On Monday, the Oxford Police Department announced the outset of its Community Response Team, a new unit dedicated to cases that require additional police responses like victim services for people who experience sexual assaults, harassment, stalking or domestic violence.
According to OPD Chief Jeff McCutchen, this team was designed in response to discussions with concerned community members and has been in the works for the past 18 months. Every year, OPD responds to over 1,000 complaints that require victim services.
“One thing we want to do is connect our community partners with people that we interact with, those victims of crimes and victims of assault,” McCutchen said. “We want to provide them with long-term care and long-term solutions.”
Valerie Booth is the only full-time employee dedicated to the Community Response Team, which will also include volunteer officers and staff members. The unit will identify cases requiring victim services, train other officers to recognize these cases and pair people in need with appropriate services in the community.
At a town hall meeting facilitated by the Associated Student Body Senate, Mayor Robyn Tannehill said she had become aware of community concerns that sexual assaults, harassment and stalking cases had not been handled properly by OPD.
“We’re expecting police officers to be something they’re not,” Tannehill said. “We’re expecting them to be mental health professionals, counselors (and) a lot of things they simply aren’t trained to be.”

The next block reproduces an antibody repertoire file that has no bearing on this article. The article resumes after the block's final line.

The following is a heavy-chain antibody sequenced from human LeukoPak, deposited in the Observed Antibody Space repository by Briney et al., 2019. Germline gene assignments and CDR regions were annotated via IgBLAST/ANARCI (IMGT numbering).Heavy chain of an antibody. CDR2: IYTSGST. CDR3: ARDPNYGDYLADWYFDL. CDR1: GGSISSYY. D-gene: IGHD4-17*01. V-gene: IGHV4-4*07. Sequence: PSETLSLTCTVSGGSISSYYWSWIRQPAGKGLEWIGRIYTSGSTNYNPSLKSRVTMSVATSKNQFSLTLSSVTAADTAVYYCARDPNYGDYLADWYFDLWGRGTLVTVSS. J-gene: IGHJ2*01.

Booth, who has a degree in social work, completed a 10 week FBI program called ELEVATE in order to become OPD’s Community Response Team Coordinator. According to Tannehill, Booth recently met with representatives from every facility in Oxford that provides resources for victims in order to plan for how to connect people to these organizations.
“Our goal is not to just write the report and leave you sitting there, and I think we’ve done a lot of that,” Tannehill said. “I don’t want it to be that way anymore. I believe that this new (Community Response Team) is going to really help us in that department.”
McCutchen said Booth and her team will do daily follow-ups on cases during the victims’ court process and recovery process.
“We know this program will work because if we can reach one person or rescue one individual from a violent encounter, then we can save a generation,” the OPD press release announcing the official start of the unit read.